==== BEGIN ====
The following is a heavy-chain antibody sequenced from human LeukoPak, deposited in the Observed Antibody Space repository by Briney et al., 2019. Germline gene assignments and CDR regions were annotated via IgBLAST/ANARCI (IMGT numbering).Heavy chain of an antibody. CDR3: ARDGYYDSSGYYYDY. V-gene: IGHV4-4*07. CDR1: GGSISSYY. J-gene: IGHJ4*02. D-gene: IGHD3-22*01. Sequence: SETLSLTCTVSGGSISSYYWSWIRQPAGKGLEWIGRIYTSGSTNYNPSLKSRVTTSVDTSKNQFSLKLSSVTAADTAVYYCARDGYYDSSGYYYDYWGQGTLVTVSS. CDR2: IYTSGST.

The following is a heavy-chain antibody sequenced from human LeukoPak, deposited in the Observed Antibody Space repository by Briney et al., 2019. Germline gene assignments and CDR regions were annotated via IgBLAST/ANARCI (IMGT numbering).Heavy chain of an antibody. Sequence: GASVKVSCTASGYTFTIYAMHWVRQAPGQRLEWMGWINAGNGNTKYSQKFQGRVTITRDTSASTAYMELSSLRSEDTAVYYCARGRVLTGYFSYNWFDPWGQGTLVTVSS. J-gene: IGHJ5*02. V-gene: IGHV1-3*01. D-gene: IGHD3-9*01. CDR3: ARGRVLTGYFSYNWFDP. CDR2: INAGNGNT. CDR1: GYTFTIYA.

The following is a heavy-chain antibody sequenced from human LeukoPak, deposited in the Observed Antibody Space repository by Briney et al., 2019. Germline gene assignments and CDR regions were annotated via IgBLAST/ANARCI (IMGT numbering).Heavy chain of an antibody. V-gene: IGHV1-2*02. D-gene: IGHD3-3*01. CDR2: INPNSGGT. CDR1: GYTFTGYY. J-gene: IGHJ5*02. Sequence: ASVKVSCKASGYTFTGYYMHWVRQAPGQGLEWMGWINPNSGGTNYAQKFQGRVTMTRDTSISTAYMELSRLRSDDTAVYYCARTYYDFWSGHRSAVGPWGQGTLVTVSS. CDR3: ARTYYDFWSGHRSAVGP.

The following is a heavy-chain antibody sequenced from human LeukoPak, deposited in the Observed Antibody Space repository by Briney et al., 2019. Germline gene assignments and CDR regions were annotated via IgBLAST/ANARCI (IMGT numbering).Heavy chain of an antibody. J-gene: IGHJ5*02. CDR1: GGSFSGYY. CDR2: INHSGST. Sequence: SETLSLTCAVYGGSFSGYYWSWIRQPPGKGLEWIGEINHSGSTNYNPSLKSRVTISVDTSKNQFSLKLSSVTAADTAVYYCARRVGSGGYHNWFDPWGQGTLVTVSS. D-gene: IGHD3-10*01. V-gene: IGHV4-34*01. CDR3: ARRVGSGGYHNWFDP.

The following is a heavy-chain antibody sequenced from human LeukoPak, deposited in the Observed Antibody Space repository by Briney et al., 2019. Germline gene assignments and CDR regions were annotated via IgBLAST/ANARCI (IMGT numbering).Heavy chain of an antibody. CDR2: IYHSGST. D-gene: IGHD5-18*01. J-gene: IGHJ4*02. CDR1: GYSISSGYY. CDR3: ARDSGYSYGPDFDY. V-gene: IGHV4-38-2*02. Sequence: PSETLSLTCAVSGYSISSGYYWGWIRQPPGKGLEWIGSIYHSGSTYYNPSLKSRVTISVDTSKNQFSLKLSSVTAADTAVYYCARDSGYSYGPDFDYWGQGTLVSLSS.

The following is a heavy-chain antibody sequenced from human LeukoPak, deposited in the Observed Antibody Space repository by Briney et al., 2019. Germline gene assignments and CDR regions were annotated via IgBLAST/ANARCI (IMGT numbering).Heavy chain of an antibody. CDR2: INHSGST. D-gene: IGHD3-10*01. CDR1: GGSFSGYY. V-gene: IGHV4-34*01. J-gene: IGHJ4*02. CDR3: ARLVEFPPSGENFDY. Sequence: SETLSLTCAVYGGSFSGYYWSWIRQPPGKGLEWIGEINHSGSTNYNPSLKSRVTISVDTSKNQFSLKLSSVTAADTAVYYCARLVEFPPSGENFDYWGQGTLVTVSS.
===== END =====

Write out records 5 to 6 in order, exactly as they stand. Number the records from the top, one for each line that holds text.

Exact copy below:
The following is a heavy-chain antibody sequenced from human LeukoPak, deposited in the Observed Antibody Space repository by Briney et al., 2019. Germline gene assignments and CDR regions were annotated via IgBLAST/ANARCI (IMGT numbering).Heavy chain of an antibody. CDR2: IYHSGST. D-gene: IGHD5-18*01. J-gene: IGHJ4*02. CDR1: GYSISSGYY. CDR3: ARDSGYSYGPDFDY. V-gene: IGHV4-38-2*02. Sequence: PSETLSLTCAVSGYSISSGYYWGWIRQPPGKGLEWIGSIYHSGSTYYNPSLKSRVTISVDTSKNQFSLKLSSVTAADTAVYYCARDSGYSYGPDFDYWGQGTLVSLSS.

The following is a heavy-chain antibody sequenced from human LeukoPak, deposited in the Observed Antibody Space repository by Briney et al., 2019. Germline gene assignments and CDR regions were annotated via IgBLAST/ANARCI (IMGT numbering).Heavy chain of an antibody. CDR2: INHSGST. D-gene: IGHD3-10*01. CDR1: GGSFSGYY. V-gene: IGHV4-34*01. J-gene: IGHJ4*02. CDR3: ARLVEFPPSGENFDY. Sequence: SETLSLTCAVYGGSFSGYYWSWIRQPPGKGLEWIGEINHSGSTNYNPSLKSRVTISVDTSKNQFSLKLSSVTAADTAVYYCARLVEFPPSGENFDYWGQGTLVTVSS.